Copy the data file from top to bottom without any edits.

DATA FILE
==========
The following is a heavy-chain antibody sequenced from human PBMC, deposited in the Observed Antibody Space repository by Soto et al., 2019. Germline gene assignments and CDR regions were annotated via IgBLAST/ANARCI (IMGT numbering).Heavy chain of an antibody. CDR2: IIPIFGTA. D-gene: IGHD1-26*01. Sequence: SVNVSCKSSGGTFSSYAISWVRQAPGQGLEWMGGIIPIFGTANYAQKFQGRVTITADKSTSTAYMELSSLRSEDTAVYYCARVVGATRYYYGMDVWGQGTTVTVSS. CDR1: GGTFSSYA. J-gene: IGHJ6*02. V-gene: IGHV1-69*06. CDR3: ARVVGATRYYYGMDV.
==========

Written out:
The following is a heavy-chain antibody sequenced from human PBMC, deposited in the Observed Antibody Space repository by Soto et al., 2019. Germline gene assignments and CDR regions were annotated via IgBLAST/ANARCI (IMGT numbering).Heavy chain of an antibody. CDR2: IIPIFGTA. D-gene: IGHD1-26*01. Sequence: SVNVSCKSSGGTFSSYAISWVRQAPGQGLEWMGGIIPIFGTANYAQKFQGRVTITADKSTSTAYMELSSLRSEDTAVYYCARVVGATRYYYGMDVWGQGTTVTVSS. CDR1: GGTFSSYA. J-gene: IGHJ6*02. V-gene: IGHV1-69*06. CDR3: ARVVGATRYYYGMDV.